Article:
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Experimental Brain Research

, Volume 4, Issue 4, pp 292–309 | Cite as

Nature of the cerebellar influences upon the red nucleus neurones

  • K. Toyama
  • N. Tsukahara
  • M. Udo
Article

Summary

Large cells in the red nucleus of cats were impaled with glass microelectrodes. Under light Nembutal anesthesia it was found that stimulation of the cerebellar cortex produced hyperpolarization in their membrane. Unlike the inhibitory postsynaptic potentials, this hyperpolarization decreased when the membrane was depolarized by passage of currents through the microelectrode, and it increased during application of hyperpolarizing currents: Hence the hyperpolarization is presumed to be produced by removal of tonically impinging excitatory postsynaptic potentials, in the manner of “disfacilitation”. In accordance with the above view, spontaneously arising small EPSPs disappeared during the phase of the hyperpolarization. The source of tonic impingement of excitatory impulses onto the red nucleus was found in the interpositus nucleus. The cells in this nucleus were discharging impulses at frequencies of 50–100/sec which were suppressed after the cerebellar stimulation, presumably via Purkinje cell axons, a depression in the excitability of the interpositus neurones being revealed at the same time. Following the depression, the excitability and impulse discharges of the interpositus neurones were enhanced, and correspondingly there was a late depolarization in the red nucleus neurones. During stimulation of the inferior olive and even of the spinal cord, disfacilitation and late facilitation occurred similarly through the interpositus nucleus, though with longer latencies.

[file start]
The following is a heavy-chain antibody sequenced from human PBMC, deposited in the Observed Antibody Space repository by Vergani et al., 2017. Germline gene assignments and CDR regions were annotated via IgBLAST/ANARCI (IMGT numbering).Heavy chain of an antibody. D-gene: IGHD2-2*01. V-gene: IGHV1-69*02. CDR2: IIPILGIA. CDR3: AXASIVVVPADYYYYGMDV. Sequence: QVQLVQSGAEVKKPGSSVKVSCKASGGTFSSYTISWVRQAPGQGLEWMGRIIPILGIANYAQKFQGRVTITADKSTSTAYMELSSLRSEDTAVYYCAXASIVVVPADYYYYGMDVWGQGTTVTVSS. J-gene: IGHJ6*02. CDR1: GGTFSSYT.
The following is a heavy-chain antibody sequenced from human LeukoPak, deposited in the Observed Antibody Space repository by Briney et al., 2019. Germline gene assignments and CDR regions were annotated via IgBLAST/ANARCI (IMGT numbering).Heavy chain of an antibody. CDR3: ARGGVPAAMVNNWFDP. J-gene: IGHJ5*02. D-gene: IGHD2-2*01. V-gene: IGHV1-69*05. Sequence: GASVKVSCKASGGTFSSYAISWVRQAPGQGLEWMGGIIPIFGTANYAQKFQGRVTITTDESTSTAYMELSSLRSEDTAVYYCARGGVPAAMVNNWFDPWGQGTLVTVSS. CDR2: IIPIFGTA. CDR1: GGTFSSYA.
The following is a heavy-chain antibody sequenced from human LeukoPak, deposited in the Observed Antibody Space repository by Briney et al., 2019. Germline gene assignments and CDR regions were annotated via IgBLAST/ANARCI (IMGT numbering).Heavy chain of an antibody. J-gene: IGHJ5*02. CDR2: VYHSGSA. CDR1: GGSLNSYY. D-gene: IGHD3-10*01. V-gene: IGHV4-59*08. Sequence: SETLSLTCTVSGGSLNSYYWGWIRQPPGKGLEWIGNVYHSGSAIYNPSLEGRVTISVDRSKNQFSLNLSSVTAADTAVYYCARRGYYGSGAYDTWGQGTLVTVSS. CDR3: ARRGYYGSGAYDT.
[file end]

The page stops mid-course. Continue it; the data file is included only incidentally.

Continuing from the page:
Key Words

Red nucleus Cerebellum Disfacilitation Cats 

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Copyright information

© Springer-Verlag 1968

Authors and Affiliations

  • K. Toyama
    • 1
    • 2
  • N. Tsukahara
    • 1
    • 3
  • M. Udo
    • 1
  1. 1.Department of Physiology, Faculty of MedicineUniversity of TokyoTokyo
  2. 2.Research Group on Auditory and Visual Information Processing, Broadcasting Science Research Laboratories Japan Broadcasting CorporationTokyoJapan
  3. 3.Institute for Biomedical Research, American Medical Association, Education and Research FoundationChicagoUSA

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